The scheduling of anabolic steroids as controlled substances was a medical catastrophe that pandered to anti-doping crusaders in sports while ignoring the medicinal value of androgens and the life-saving therapeutic potential this category of pharmaceutical drugs offered for HIV+ patients. The regulatory agencies in charge of scheduling of drugs strongly protested the inclusion of anabolic steroids in the Controlled Substances List. Legislators ignored the scientific advisors and experts from the American Medical Association (AMA), the Food and Drug Administration (FDA), the Department of Health and Human Services (DHHS) and the Drug Enforcement Enforcement (DEA) to pass the Anti-Drug Abuse Act of 1988 and the Anabolic Steroid Control Act of 1990.

The legislators were guided by the moral condemnation of athletes that use anabolic steroids and performance enhancing drugs rather than a rational empirical analysis of steroid use and abuse and the effects of such legislation on leigitmate medical research and anabolic therapy.

Unfortunately, the steroid hysteria has continued with the Congressional steroids and baseball hearings initiated by Henry Waxman (and former chief of staff Phil Schiliro) and the passage of more draconian steroid laws in recent years. California resident Mark A. Meier outlined the impact the steroid hearings in a letter to the Nancy Pelosi, Speaker of the House (”Representative Henry Waxman’s Hearings on Steroids in Sports and the Impact on Treatments for HIV and other Medical Conditions,” March 12).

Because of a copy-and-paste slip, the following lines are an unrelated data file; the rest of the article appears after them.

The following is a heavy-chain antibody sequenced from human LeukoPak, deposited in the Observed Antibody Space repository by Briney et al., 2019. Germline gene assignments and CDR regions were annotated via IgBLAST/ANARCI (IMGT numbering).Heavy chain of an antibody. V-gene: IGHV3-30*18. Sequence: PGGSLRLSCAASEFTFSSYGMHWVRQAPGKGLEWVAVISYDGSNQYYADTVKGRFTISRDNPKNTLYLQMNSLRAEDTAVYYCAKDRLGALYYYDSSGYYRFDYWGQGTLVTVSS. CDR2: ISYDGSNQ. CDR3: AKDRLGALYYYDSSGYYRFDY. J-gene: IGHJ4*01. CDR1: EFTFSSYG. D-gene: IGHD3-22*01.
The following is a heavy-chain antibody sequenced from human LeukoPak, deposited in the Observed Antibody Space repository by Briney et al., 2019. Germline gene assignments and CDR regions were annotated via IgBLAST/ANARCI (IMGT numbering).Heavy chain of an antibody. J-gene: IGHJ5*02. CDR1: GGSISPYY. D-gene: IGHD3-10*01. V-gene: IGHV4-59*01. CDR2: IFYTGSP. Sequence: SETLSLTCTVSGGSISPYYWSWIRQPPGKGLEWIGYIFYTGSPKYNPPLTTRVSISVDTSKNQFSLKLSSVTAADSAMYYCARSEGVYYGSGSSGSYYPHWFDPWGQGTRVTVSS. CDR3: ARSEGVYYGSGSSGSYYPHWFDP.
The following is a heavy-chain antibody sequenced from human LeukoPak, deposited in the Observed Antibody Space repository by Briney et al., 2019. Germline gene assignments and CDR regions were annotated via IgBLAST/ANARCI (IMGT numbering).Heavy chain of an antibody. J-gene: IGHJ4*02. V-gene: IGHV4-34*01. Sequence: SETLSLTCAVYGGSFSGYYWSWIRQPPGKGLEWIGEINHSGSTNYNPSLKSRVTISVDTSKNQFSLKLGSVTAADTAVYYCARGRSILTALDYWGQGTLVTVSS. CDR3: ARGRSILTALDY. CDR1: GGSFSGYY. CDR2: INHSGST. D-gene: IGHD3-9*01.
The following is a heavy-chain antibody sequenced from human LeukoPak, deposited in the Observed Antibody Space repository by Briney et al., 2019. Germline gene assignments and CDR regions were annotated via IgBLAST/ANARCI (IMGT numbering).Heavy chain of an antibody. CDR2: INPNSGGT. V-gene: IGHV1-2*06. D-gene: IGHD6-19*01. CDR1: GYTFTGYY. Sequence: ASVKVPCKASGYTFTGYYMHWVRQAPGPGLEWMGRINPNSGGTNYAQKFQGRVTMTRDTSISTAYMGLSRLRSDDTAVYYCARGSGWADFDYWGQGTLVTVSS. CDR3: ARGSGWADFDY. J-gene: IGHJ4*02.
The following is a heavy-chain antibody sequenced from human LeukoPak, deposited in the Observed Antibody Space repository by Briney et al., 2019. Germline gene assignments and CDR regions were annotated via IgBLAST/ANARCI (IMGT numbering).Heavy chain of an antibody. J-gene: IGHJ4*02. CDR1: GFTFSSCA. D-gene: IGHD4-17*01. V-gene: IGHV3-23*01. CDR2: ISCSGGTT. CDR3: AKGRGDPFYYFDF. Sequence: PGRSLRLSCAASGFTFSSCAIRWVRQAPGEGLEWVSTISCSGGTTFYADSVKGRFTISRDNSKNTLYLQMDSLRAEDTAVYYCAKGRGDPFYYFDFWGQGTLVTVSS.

The result, then, of Representative Waxman’s hearings has been an attack on an important, powerful, beneficial and legal therapy solely because professional athletes use it improperly. Patients with legitimate medical needs should not be made to suffer because of the improper actions of a few.

Nelson Vergel of the HIV Blog explains how political pressure and steroid hysteria have restricted the availability of anabolic steroids for HIV+ patients. The moral and political pressure resulted in the discontinuation of Deca Durabolin by Watson Pharmaceutical and the discontinuation of nandrolone decanoate by compounding pharmacies like Applied Pharmacy (”Important information about nandrolone in the U.S.” March 17).

Watson stopped making [nandrolone decanoate] because… Congress and the DEA are treating anabolics like the treat crack-cocaine and are closely watching every prescriber’s and manufacturer’s move. No HIV doc has ever got in trouble since many studies have shown nandrolone’s benefit and can justify its medical use. However, inexperienced HIV doctors who have not been around long enough to know its history shy away from prescribing due to the bad publicity and misconceptions around these medicines. […]

Applied Pharmacy stopped all production due to DEA pressure. Some compounders are making doctors sign a waiver to say they will not prescribe nandrolone for non medical uses. Some doctors feel this represents extra liability.

The effects of anabolic steroids in treating HIV+ associated wasting syndrome by preserving and increasing lean body weight has been well documented by multiple studies. Unfortunately, Congressional leaders in the United States have based steroid policy on emotional testimony and moral objections to cheating in sports rather than scientifically-guided legislative policy; this has been to the detriment of individuals with AIDS/HIV+ associated wasting syndrome. The morally-guided steroid policy has effectively limited the availability of anabolic steroids for those individuals who use steroids as a matter of medical necessity. We urge Congress to reconsider and re-evaluate the Anabolic Steroid Control Act to address the address the adverse effects of current steroid policy on the advancement of anabolic therapies in medicine.